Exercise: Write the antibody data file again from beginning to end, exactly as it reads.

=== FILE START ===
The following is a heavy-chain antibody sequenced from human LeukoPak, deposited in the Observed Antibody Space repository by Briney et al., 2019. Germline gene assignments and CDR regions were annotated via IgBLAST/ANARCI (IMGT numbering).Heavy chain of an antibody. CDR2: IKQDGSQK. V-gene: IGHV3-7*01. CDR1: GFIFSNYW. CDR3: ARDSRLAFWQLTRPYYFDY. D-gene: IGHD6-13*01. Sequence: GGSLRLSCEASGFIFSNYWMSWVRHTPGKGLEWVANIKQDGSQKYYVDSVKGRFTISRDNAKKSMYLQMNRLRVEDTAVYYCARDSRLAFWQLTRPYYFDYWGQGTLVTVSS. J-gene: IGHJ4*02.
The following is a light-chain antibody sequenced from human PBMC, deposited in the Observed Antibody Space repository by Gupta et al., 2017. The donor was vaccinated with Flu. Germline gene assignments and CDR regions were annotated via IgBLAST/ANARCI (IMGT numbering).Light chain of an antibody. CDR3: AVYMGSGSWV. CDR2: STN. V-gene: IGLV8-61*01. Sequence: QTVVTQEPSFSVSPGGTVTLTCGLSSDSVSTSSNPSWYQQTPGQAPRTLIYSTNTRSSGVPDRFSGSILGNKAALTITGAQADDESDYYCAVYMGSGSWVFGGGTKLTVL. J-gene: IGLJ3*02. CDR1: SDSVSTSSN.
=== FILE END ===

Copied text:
The following is a heavy-chain antibody sequenced from human LeukoPak, deposited in the Observed Antibody Space repository by Briney et al., 2019. Germline gene assignments and CDR regions were annotated via IgBLAST/ANARCI (IMGT numbering).Heavy chain of an antibody. CDR2: IKQDGSQK. V-gene: IGHV3-7*01. CDR1: GFIFSNYW. CDR3: ARDSRLAFWQLTRPYYFDY. D-gene: IGHD6-13*01. Sequence: GGSLRLSCEASGFIFSNYWMSWVRHTPGKGLEWVANIKQDGSQKYYVDSVKGRFTISRDNAKKSMYLQMNRLRVEDTAVYYCARDSRLAFWQLTRPYYFDYWGQGTLVTVSS. J-gene: IGHJ4*02.
The following is a light-chain antibody sequenced from human PBMC, deposited in the Observed Antibody Space repository by Gupta et al., 2017. The donor was vaccinated with Flu. Germline gene assignments and CDR regions were annotated via IgBLAST/ANARCI (IMGT numbering).Light chain of an antibody. CDR3: AVYMGSGSWV. CDR2: STN. V-gene: IGLV8-61*01. Sequence: QTVVTQEPSFSVSPGGTVTLTCGLSSDSVSTSSNPSWYQQTPGQAPRTLIYSTNTRSSGVPDRFSGSILGNKAALTITGAQADDESDYYCAVYMGSGSWVFGGGTKLTVL. J-gene: IGLJ3*02. CDR1: SDSVSTSSN.